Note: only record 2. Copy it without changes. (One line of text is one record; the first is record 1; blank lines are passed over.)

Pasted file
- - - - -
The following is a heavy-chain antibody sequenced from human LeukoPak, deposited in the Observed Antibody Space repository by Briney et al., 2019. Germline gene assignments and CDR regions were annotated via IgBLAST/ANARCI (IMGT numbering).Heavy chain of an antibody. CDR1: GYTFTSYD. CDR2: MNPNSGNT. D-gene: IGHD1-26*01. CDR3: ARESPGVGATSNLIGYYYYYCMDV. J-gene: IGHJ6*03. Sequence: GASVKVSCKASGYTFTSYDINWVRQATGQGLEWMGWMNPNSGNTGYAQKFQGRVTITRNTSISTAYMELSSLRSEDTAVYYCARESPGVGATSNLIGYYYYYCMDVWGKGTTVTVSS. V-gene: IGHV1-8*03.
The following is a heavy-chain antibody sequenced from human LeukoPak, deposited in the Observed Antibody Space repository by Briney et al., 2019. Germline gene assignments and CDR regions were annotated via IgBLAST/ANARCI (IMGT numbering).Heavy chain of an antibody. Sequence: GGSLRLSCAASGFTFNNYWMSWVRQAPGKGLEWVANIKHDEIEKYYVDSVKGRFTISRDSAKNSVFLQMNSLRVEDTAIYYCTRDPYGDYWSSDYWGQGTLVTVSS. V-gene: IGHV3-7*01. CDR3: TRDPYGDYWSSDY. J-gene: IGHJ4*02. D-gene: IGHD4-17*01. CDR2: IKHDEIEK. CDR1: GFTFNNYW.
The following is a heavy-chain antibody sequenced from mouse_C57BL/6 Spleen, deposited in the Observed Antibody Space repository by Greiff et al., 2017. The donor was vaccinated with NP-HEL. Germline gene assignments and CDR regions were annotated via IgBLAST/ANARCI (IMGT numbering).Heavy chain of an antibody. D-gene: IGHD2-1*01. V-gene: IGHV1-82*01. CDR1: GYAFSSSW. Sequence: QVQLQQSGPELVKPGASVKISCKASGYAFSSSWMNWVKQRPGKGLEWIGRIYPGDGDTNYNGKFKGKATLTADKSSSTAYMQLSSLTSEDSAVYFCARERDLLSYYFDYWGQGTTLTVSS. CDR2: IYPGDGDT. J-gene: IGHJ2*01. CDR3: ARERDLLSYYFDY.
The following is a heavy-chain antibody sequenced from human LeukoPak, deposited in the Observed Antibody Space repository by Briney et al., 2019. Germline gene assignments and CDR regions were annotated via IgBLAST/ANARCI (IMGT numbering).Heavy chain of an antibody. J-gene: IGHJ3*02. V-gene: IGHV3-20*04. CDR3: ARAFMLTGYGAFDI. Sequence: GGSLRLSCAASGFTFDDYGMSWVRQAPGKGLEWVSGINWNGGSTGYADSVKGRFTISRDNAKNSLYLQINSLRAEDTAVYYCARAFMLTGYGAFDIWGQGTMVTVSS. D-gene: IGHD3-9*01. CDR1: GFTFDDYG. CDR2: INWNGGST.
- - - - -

The following is a heavy-chain antibody sequenced from human LeukoPak, deposited in the Observed Antibody Space repository by Briney et al., 2019. Germline gene assignments and CDR regions were annotated via IgBLAST/ANARCI (IMGT numbering).Heavy chain of an antibody. Sequence: GGSLRLSCAASGFTFNNYWMSWVRQAPGKGLEWVANIKHDEIEKYYVDSVKGRFTISRDSAKNSVFLQMNSLRVEDTAIYYCTRDPYGDYWSSDYWGQGTLVTVSS. V-gene: IGHV3-7*01. CDR3: TRDPYGDYWSSDY. J-gene: IGHJ4*02. D-gene: IGHD4-17*01. CDR2: IKHDEIEK. CDR1: GFTFNNYW.